Sundance Report I: The Cute Edition

"Thelma," "Between The Temples," "Love Me," "Eno," and "Sasquatch Sunset" play Park City

Sundance Report I: The Cute Edition

“I think this is the cute Sundance,” a fellow critic said to me as we came out of a screening Friday evening, and she may have been on to something. While one assigns themes to a festival year at one’s peril, the early days of the Sundance Film Festival v. 2024 have featured an inordinate number of movies that were less about challenging audience than tickling their fancies. Heartstrings have been plucked, sentiments stroked, and crowds pleased, which is all good news for a large and complicated event still staggering back in many ways from COVID. Sundance turns 40 this year, and a certain middle-age funk has arguably crept in. Festival arteries can and do harden; even Robert Redford stopped coming down from the mountain to start things off a few years back. But the vibe at Sundance 2024 seems to be a combination of low expectations and a high rate of return. They’re just movies, after all, but isn’t it great when they turn out good?

“Thelma” (⭐ ⭐ ⭐ 1/2) is a classic Sundance crowd pleaser, and I’d call it an early favorite to win the festival’s Audience Award; it’ll be available for online at-home screening for three days starting Thursday January 25th at the festival website. It’s a tough-granny comedy with a big, mushy heart, well-made and well-played enough to sail over the script’s many implausibilities and tonal speed bumps. And it has the delightful June Squibb, who at 94 finally lands her first lead role: A tart-tongued senior citizen who gets taken for $10,000 in a phone scam and sets out across Los Angeles in a “borrowed” mobility scooter to find the criminals and get her money back. Along for the ride is a fussy old friend played by the late Richard Roundtree in his final role before his death last October; in hot pursuit is a doting if hapless 20-something grandson (Fred Hechinger) and the grandson’s panicked parents, Thelma’s daughter (Parker Posey) and son-in-law (Clark Gregg).

If you saw Alexander Payne’s “Nebraska,” you know Squibb can play ornery as hell, but what wins you over here is Thelma’s active, ongoing engagement in the world and its mysteries. She’s the kind of tough old bird who still finds wonder in trees and electricity and other people – a running joke has her running into fellow oldsters and cheerfully comparing notes to see whether they actually know each other. The script by director Josh Margolin – he based the title character on his own grandmother, still kicking at 103 and given a lovely end-credits cameo – is wise enough to find the struggle in all his characters: The grandson despairing that he’ll never get his act together, the parents anxiously trying to micromanage generations on either side. (Posey is hugely funny as a helicopter daughter.) Even the villain of the piece, when we meet him, has his own cross to bear; I won’t spoil the identity of the actor, but the casting is perfect. And “Thelma” is attuned as well to the loneliness and existential upheavals of old age – when it’s not sending its nonagenarian heroine rolling across beds and slowly navigating stairways in emulation of her inspiration, Tom Cruise. “Thelma” is an old person’s action movie, and Squibb demonstrates there’s no mission too impossible if you have the will and a fully-charged scooter. The movie doesn’t have a distributor as yet, but expect that to change in the next few days.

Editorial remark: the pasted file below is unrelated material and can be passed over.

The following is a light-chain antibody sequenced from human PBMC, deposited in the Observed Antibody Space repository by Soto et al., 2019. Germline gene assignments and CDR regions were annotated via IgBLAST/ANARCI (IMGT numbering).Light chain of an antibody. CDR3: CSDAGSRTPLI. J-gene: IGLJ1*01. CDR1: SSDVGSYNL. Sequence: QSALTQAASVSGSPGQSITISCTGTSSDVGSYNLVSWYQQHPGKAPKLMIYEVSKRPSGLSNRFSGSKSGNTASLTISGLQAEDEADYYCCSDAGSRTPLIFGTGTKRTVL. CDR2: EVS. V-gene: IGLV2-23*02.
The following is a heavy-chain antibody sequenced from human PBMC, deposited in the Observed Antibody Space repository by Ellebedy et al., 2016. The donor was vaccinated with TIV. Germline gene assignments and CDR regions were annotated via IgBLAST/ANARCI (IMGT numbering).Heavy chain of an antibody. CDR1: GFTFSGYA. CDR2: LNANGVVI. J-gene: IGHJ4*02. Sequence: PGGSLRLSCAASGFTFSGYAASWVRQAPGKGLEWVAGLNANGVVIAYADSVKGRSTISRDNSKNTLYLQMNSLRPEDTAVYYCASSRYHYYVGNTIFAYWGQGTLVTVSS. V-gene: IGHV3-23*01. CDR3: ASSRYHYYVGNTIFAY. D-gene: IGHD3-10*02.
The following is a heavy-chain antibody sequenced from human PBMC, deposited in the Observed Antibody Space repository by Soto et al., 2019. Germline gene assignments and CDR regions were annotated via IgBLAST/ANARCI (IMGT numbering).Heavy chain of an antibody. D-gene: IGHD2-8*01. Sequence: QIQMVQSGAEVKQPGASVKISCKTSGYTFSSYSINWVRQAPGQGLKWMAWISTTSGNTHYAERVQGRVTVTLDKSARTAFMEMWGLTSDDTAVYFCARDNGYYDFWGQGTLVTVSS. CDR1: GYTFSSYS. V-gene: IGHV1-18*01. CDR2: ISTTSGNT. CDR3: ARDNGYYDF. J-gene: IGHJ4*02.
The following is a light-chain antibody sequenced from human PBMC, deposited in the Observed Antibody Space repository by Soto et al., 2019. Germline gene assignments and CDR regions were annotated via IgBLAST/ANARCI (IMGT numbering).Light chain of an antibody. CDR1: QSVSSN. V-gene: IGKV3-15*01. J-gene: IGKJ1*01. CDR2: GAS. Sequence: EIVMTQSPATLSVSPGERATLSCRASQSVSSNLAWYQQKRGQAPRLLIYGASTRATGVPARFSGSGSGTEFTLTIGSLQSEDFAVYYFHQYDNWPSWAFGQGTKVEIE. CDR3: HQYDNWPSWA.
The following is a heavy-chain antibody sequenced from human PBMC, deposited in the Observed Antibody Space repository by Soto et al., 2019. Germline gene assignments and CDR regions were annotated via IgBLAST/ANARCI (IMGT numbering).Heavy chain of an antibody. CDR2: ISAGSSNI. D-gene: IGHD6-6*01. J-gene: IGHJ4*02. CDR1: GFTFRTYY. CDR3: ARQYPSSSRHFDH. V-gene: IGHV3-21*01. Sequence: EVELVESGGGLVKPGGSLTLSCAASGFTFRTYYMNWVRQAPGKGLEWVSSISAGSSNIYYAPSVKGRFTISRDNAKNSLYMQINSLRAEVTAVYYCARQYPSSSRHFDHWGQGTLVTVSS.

The cast was present in Park City and answered audience questions after the screening. Here Hechinger and Squibb talk about the bond of friendship between their character and between themselves.

And here director Margolin eulogizes Roundtree, whose performance in the film is a final grace note to a legendary career.

Between the Temples

You want quirky-cute? Sundance specializes in it, and “Between the Temples” (⭐ ⭐ ⭐) provides. Nathan Silver directed this entry in the “Floundering Hero” genre, with Jason Schwartzman as a Jewish cantor who has lost his faith, his voice, and his will to live. Things start to turn around when he’s reacquainted with his elementary school music teacher (Carol Kane), a spirited flake in her 70s who wants to get bat mitzvahed. It’s the kind of movie that might be intolerably adorable if too slickly made; thankfully, Silver keeps it just weird and off-kilter enough to keep us hooked, with shambolic camerawork and editing and a general blurriness as to the central relationship. Are we watching a heartwarming story of intergenerational friendship? Or a Jewish “Harold and Maude”? Silver keeps us guessing all the way to a climactic shabbat dinner that could give the shiva in “Shiva Baby” a run for its comic embarrassment money. With Dolly de Leon (“Triangle of Sadness”) and Caroline Aaron as the hero’s two moms, writer-comedian Robert Smigel as Rabbi Bruce (he putts his golf balls into an office shofar), and Madeline Weinstein as the rabbi’s neurotic (but eligible!) daughter, “Between The Temples” plays like a lost Philip Roth novella. It’s also a love letter to Carol Kane, who makes her role something quite more than a manic pixie dream yenta.